State of the AFC East: Post Draft

Deb LagardeCorrespondent IApril 29, 2009

ORCHARD PARK, NY - DECEMBER 28:  Head coach Bill Belichick of the New England Patriots walks toward the field before the game against the Buffalo Bills on December 28, 2008 at Ralph Wilson Stadium in Orchard Park, New York. (Photo by Rick Stewart/Getty Images)

This article is not about grading each AFC East team's 2009 NFL Draft. As far as I'm concerned, it does not appear any of the four teams screwed up their drafts, and it looks like each team did well in their own ways.

Whether their choices work out of not, each team addressed serious needs. I am not going to argue how well these needs were address, however. The needs were addressed, for the most part.

The state of the AFC East, Post-Draft, depends on the state of each team.

Still, holistically, what with Brady's return, the Jets getting Mark Sanchez (who should be able to step into the starting position at quarterback immediately), the Fins getting not just one but two outstanding cornerbacks so they don't have to rely on free agent vets coached by others, and the Bills getting a similar level of offensive line help so Trent Edwards can play the whole season with TO and company, I'd like to rename this division.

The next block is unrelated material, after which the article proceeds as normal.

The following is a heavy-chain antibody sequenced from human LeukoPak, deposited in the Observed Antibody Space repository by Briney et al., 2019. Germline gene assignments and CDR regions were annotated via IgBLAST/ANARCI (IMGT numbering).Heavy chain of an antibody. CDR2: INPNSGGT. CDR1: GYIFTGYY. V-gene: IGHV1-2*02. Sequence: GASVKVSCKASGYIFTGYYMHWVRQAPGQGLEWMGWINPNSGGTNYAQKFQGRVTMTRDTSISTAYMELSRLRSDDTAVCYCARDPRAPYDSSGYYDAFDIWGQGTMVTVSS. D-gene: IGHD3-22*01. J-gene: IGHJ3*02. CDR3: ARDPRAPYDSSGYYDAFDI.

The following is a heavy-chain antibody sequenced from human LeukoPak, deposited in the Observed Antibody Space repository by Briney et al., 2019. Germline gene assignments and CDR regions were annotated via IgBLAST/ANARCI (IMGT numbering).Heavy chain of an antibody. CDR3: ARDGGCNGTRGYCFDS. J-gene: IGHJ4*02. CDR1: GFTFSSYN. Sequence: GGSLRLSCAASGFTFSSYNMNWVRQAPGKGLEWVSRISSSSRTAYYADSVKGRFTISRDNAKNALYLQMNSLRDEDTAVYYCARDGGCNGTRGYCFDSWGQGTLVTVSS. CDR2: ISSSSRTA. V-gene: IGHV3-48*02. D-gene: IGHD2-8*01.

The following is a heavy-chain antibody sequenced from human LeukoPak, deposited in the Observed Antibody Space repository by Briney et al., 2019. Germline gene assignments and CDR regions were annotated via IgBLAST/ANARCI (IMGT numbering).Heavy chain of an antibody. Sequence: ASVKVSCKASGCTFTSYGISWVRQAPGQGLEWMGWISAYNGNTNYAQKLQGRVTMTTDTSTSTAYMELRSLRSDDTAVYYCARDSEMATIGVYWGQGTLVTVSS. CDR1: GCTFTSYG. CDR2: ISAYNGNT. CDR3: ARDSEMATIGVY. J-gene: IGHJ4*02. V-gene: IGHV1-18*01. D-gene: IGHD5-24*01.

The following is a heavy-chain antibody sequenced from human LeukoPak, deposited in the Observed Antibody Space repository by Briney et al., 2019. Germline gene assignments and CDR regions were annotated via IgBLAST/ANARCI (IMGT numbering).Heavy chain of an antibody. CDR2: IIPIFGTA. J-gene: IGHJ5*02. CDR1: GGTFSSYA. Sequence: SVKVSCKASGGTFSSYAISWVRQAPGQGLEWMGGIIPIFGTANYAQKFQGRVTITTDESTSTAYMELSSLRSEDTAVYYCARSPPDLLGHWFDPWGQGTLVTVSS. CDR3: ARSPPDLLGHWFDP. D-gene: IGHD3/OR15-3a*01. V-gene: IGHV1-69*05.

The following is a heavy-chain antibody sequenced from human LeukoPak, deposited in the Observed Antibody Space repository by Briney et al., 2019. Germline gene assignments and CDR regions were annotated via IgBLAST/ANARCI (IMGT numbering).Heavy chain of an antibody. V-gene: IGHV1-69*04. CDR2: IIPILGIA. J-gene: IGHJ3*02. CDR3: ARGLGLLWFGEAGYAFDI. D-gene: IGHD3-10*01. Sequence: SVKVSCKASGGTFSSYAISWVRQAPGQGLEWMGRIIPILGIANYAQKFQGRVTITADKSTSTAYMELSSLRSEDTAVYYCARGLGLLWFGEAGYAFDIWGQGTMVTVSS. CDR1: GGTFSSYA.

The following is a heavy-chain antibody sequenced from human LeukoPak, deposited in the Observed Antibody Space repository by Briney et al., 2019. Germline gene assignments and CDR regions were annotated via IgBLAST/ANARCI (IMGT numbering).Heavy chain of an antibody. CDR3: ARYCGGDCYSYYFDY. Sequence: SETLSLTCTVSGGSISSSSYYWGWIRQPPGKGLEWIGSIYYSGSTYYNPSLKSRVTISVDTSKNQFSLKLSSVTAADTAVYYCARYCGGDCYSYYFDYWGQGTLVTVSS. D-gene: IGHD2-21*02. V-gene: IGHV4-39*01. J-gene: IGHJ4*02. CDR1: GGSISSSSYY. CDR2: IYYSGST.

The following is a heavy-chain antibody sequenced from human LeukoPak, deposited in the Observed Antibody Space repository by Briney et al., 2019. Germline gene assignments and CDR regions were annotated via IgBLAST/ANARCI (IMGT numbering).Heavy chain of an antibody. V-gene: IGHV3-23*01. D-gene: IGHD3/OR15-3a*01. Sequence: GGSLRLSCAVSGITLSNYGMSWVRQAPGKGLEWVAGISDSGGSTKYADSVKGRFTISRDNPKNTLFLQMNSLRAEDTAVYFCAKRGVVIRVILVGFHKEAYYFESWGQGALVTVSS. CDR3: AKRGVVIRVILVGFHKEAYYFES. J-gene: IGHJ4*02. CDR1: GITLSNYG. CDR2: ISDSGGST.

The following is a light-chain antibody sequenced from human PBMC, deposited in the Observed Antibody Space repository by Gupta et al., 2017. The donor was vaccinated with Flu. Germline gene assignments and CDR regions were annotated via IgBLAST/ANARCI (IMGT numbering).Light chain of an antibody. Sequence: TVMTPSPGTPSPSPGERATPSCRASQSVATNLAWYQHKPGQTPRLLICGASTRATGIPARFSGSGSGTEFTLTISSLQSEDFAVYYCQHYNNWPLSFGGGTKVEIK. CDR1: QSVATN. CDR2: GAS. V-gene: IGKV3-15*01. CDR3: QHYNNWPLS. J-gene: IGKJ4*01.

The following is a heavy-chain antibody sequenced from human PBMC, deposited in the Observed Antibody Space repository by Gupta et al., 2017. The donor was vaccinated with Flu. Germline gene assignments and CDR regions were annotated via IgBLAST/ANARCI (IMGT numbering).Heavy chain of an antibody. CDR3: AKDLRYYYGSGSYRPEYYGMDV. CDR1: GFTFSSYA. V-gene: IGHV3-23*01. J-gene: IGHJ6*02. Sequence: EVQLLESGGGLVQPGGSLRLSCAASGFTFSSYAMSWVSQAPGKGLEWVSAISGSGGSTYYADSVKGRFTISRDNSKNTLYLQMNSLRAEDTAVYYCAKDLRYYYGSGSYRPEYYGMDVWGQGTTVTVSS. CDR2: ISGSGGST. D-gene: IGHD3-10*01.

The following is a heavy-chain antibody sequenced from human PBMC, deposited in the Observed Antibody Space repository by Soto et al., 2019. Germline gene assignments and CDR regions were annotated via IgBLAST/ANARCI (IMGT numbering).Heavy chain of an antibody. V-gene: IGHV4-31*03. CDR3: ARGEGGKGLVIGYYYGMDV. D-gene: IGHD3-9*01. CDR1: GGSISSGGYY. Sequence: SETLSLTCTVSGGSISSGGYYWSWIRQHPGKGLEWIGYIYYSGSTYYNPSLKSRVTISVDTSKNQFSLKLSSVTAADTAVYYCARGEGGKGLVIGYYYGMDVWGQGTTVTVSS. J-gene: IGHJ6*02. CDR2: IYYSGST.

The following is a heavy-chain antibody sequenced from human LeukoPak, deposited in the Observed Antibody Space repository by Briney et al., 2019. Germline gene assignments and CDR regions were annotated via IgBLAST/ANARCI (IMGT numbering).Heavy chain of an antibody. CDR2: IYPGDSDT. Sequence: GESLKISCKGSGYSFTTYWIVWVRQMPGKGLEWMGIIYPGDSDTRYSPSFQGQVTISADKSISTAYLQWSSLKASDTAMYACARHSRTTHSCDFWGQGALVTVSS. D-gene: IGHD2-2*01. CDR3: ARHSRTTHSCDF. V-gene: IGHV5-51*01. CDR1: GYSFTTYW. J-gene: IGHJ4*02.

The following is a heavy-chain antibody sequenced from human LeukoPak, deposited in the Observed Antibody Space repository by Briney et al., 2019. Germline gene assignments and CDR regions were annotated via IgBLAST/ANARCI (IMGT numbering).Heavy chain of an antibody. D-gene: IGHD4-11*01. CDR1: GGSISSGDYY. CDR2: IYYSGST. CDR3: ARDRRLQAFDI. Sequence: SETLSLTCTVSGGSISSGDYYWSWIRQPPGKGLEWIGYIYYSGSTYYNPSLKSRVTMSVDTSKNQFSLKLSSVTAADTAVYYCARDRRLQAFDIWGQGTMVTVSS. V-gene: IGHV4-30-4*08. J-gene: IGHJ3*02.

Just think. Two short years ago when it was the Patriots and three lousy teams, the division was called AFC Least. Then last year it was AFC Not-Least.

Further, if this division can cope well with collectively having the NFL's hardest schedules playing the AFC South and NFC South, the term AFC Beast will, or will not, have been earned.

In the order that I think these teams will finish (for whatever that's worth!), let me state what looks to be the state of each AFC East team at this point.


I can't see them finishing any worse than 11-5, what with Brady's return, looking at their schedule. Very much to their advantage, after they come back from London and the Saints, which they should win, they have a bye week...and then get the Fins at home! In other words, they should beat the Dolphins at least once.

Since the Pats didn't need to draft for a whole slew of positions--unlike the other three teams which did--and mainly drafted for depth and to shore up a couple of defense slots that are getting old, such as linebacker, and replacing Ellis Hobbs with Patrick Chung, I'd have to say Belichick had a good but not great draft.

But then again, he didn't need a great draft as long as Brady really is coming back to his old form. In fact, it is how Brady plays in 2009 that will determine how well the Pats do in the standings.